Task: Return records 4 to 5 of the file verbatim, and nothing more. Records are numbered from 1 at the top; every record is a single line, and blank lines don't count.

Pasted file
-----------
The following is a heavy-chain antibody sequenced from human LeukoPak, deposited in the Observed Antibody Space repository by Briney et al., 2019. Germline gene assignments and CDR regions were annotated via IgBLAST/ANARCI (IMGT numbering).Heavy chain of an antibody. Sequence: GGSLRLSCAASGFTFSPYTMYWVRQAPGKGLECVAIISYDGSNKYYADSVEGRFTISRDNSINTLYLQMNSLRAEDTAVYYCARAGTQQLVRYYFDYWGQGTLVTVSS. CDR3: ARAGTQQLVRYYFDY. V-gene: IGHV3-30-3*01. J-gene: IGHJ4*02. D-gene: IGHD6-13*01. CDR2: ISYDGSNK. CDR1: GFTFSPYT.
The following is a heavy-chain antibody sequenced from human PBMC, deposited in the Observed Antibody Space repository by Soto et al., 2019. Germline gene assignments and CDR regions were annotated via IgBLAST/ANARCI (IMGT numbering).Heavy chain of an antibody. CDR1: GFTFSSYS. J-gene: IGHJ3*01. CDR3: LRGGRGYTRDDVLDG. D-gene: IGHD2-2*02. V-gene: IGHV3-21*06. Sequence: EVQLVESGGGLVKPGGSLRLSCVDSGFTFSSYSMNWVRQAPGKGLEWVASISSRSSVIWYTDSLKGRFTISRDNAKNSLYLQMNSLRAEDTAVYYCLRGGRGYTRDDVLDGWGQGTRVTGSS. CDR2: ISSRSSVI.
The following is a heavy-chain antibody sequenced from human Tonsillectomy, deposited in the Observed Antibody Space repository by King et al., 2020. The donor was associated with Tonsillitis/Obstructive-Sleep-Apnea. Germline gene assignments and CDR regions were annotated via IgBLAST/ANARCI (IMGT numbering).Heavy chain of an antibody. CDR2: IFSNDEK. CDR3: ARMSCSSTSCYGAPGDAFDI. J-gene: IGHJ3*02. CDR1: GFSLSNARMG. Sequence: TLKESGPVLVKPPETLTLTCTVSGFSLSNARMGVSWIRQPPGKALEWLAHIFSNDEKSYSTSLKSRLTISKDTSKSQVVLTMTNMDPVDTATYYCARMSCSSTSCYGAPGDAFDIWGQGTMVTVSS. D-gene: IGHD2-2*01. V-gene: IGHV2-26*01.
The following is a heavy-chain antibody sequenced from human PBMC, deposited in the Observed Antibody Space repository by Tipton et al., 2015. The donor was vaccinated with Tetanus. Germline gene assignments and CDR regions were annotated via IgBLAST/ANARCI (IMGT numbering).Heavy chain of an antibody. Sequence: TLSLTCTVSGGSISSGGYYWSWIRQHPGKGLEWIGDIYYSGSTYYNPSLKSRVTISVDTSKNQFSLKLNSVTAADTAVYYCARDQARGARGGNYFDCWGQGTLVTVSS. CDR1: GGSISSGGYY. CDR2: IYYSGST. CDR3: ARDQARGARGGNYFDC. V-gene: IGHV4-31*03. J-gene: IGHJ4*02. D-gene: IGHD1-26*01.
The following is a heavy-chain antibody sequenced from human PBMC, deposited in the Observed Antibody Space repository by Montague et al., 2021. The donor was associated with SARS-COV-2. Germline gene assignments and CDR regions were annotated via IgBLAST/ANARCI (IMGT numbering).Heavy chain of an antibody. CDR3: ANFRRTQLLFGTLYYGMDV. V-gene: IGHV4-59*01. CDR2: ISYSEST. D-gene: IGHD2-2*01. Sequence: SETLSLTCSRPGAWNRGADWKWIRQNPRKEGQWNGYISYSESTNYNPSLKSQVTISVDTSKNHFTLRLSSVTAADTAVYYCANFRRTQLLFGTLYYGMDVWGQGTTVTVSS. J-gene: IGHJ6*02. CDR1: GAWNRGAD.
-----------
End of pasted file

The following is a heavy-chain antibody sequenced from human PBMC, deposited in the Observed Antibody Space repository by Tipton et al., 2015. The donor was vaccinated with Tetanus. Germline gene assignments and CDR regions were annotated via IgBLAST/ANARCI (IMGT numbering).Heavy chain of an antibody. Sequence: TLSLTCTVSGGSISSGGYYWSWIRQHPGKGLEWIGDIYYSGSTYYNPSLKSRVTISVDTSKNQFSLKLNSVTAADTAVYYCARDQARGARGGNYFDCWGQGTLVTVSS. CDR1: GGSISSGGYY. CDR2: IYYSGST. CDR3: ARDQARGARGGNYFDC. V-gene: IGHV4-31*03. J-gene: IGHJ4*02. D-gene: IGHD1-26*01.
The following is a heavy-chain antibody sequenced from human PBMC, deposited in the Observed Antibody Space repository by Montague et al., 2021. The donor was associated with SARS-COV-2. Germline gene assignments and CDR regions were annotated via IgBLAST/ANARCI (IMGT numbering).Heavy chain of an antibody. CDR3: ANFRRTQLLFGTLYYGMDV. V-gene: IGHV4-59*01. CDR2: ISYSEST. D-gene: IGHD2-2*01. Sequence: SETLSLTCSRPGAWNRGADWKWIRQNPRKEGQWNGYISYSESTNYNPSLKSQVTISVDTSKNHFTLRLSSVTAADTAVYYCANFRRTQLLFGTLYYGMDVWGQGTTVTVSS. J-gene: IGHJ6*02. CDR1: GAWNRGAD.